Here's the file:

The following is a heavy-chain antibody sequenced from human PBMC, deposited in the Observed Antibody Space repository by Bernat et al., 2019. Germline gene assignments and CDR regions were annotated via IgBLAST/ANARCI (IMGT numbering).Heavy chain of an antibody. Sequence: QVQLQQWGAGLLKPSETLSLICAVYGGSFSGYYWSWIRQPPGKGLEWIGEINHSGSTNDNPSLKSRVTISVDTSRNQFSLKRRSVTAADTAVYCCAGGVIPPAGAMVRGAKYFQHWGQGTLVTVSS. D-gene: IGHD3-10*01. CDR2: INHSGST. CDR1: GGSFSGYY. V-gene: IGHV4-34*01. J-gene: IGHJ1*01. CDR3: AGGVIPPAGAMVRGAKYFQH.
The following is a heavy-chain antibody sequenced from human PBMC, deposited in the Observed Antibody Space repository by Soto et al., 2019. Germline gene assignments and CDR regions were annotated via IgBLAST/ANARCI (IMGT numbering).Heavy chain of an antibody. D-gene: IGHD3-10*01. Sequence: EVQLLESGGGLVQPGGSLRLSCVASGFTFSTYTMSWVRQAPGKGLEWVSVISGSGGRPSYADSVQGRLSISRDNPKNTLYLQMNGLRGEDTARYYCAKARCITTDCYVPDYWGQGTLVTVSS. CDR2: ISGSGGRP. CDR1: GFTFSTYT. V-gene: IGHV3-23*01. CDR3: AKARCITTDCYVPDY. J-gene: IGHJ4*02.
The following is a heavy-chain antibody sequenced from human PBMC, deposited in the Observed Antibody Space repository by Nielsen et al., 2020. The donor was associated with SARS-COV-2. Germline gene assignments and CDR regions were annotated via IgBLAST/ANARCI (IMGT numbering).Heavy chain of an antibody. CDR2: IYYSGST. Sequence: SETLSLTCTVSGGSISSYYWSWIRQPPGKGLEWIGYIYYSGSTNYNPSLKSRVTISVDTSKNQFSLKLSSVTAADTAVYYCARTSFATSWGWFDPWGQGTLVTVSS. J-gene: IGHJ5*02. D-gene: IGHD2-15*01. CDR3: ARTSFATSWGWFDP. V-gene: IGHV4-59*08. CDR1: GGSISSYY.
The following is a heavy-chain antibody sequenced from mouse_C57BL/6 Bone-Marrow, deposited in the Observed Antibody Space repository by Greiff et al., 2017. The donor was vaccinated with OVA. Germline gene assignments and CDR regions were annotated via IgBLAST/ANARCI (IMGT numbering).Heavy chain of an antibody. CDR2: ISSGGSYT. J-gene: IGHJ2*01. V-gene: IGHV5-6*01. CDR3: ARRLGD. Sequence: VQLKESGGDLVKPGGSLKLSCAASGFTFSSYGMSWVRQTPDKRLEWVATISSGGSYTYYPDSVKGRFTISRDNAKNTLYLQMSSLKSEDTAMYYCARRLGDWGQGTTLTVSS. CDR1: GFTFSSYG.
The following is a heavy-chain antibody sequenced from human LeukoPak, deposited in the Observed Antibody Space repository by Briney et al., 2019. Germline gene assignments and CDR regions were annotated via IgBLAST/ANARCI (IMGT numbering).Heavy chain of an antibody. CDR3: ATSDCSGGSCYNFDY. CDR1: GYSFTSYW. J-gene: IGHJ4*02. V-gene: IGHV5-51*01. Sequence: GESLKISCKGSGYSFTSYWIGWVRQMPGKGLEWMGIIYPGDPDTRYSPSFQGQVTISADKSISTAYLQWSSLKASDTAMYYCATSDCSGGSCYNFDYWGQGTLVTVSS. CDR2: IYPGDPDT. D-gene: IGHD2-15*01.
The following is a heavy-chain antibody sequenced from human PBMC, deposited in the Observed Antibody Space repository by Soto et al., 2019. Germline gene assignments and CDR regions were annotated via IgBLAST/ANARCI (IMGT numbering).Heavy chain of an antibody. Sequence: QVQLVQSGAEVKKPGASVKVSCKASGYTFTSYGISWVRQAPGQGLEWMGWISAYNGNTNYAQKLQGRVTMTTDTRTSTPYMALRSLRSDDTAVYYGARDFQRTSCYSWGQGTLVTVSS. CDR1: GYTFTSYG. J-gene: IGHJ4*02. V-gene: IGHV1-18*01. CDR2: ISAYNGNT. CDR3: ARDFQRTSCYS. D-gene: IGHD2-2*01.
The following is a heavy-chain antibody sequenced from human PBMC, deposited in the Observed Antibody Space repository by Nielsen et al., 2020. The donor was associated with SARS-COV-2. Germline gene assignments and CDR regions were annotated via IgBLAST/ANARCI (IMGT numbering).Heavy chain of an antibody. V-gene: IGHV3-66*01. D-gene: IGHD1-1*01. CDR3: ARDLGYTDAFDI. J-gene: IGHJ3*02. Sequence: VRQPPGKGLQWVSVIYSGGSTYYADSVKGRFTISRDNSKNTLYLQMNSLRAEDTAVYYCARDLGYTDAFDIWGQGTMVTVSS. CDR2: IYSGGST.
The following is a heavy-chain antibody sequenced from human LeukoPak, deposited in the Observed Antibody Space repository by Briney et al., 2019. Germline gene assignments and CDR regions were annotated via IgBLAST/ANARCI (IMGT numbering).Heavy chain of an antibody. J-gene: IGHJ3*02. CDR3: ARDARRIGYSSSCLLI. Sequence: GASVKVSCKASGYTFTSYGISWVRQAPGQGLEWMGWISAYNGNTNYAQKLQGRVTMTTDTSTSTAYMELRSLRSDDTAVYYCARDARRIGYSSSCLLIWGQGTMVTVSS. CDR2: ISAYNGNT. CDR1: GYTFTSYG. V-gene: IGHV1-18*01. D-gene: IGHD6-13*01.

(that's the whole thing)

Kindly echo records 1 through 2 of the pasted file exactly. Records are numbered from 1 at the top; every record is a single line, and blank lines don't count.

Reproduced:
The following is a heavy-chain antibody sequenced from human PBMC, deposited in the Observed Antibody Space repository by Bernat et al., 2019. Germline gene assignments and CDR regions were annotated via IgBLAST/ANARCI (IMGT numbering).Heavy chain of an antibody. Sequence: QVQLQQWGAGLLKPSETLSLICAVYGGSFSGYYWSWIRQPPGKGLEWIGEINHSGSTNDNPSLKSRVTISVDTSRNQFSLKRRSVTAADTAVYCCAGGVIPPAGAMVRGAKYFQHWGQGTLVTVSS. D-gene: IGHD3-10*01. CDR2: INHSGST. CDR1: GGSFSGYY. V-gene: IGHV4-34*01. J-gene: IGHJ1*01. CDR3: AGGVIPPAGAMVRGAKYFQH.
The following is a heavy-chain antibody sequenced from human PBMC, deposited in the Observed Antibody Space repository by Soto et al., 2019. Germline gene assignments and CDR regions were annotated via IgBLAST/ANARCI (IMGT numbering).Heavy chain of an antibody. D-gene: IGHD3-10*01. Sequence: EVQLLESGGGLVQPGGSLRLSCVASGFTFSTYTMSWVRQAPGKGLEWVSVISGSGGRPSYADSVQGRLSISRDNPKNTLYLQMNGLRGEDTARYYCAKARCITTDCYVPDYWGQGTLVTVSS. CDR2: ISGSGGRP. CDR1: GFTFSTYT. V-gene: IGHV3-23*01. CDR3: AKARCITTDCYVPDY. J-gene: IGHJ4*02.